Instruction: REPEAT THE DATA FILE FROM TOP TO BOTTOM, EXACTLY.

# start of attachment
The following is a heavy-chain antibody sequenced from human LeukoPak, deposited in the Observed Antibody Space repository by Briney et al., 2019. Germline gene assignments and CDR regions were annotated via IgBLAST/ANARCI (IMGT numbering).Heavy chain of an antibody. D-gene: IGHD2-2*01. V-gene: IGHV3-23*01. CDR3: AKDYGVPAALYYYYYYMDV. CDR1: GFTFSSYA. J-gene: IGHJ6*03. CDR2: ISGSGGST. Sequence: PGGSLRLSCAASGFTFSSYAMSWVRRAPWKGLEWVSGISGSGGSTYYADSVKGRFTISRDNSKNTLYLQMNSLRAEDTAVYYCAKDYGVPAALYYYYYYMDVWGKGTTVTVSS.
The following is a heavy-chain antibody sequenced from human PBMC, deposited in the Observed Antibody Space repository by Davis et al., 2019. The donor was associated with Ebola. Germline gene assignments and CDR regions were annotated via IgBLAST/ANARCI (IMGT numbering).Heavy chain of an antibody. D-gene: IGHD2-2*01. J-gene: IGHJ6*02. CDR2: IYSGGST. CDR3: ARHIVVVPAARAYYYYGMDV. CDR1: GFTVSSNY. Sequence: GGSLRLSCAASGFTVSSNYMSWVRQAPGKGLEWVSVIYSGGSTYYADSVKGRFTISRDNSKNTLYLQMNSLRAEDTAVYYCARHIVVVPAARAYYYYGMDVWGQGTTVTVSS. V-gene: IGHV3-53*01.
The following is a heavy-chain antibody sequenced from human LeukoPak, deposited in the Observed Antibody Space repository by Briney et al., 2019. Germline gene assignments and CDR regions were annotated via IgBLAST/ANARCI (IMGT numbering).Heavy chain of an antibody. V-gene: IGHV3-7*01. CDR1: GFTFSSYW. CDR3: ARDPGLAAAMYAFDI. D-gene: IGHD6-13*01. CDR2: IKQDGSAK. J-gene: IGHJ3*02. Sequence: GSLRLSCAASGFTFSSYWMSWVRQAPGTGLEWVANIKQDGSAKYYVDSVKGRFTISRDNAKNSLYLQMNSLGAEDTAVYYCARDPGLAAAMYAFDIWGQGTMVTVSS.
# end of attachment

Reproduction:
The following is a heavy-chain antibody sequenced from human LeukoPak, deposited in the Observed Antibody Space repository by Briney et al., 2019. Germline gene assignments and CDR regions were annotated via IgBLAST/ANARCI (IMGT numbering).Heavy chain of an antibody. D-gene: IGHD2-2*01. V-gene: IGHV3-23*01. CDR3: AKDYGVPAALYYYYYYMDV. CDR1: GFTFSSYA. J-gene: IGHJ6*03. CDR2: ISGSGGST. Sequence: PGGSLRLSCAASGFTFSSYAMSWVRRAPWKGLEWVSGISGSGGSTYYADSVKGRFTISRDNSKNTLYLQMNSLRAEDTAVYYCAKDYGVPAALYYYYYYMDVWGKGTTVTVSS.
The following is a heavy-chain antibody sequenced from human PBMC, deposited in the Observed Antibody Space repository by Davis et al., 2019. The donor was associated with Ebola. Germline gene assignments and CDR regions were annotated via IgBLAST/ANARCI (IMGT numbering).Heavy chain of an antibody. D-gene: IGHD2-2*01. J-gene: IGHJ6*02. CDR2: IYSGGST. CDR3: ARHIVVVPAARAYYYYGMDV. CDR1: GFTVSSNY. Sequence: GGSLRLSCAASGFTVSSNYMSWVRQAPGKGLEWVSVIYSGGSTYYADSVKGRFTISRDNSKNTLYLQMNSLRAEDTAVYYCARHIVVVPAARAYYYYGMDVWGQGTTVTVSS. V-gene: IGHV3-53*01.
The following is a heavy-chain antibody sequenced from human LeukoPak, deposited in the Observed Antibody Space repository by Briney et al., 2019. Germline gene assignments and CDR regions were annotated via IgBLAST/ANARCI (IMGT numbering).Heavy chain of an antibody. V-gene: IGHV3-7*01. CDR1: GFTFSSYW. CDR3: ARDPGLAAAMYAFDI. D-gene: IGHD6-13*01. CDR2: IKQDGSAK. J-gene: IGHJ3*02. Sequence: GSLRLSCAASGFTFSSYWMSWVRQAPGTGLEWVANIKQDGSAKYYVDSVKGRFTISRDNAKNSLYLQMNSLGAEDTAVYYCARDPGLAAAMYAFDIWGQGTMVTVSS.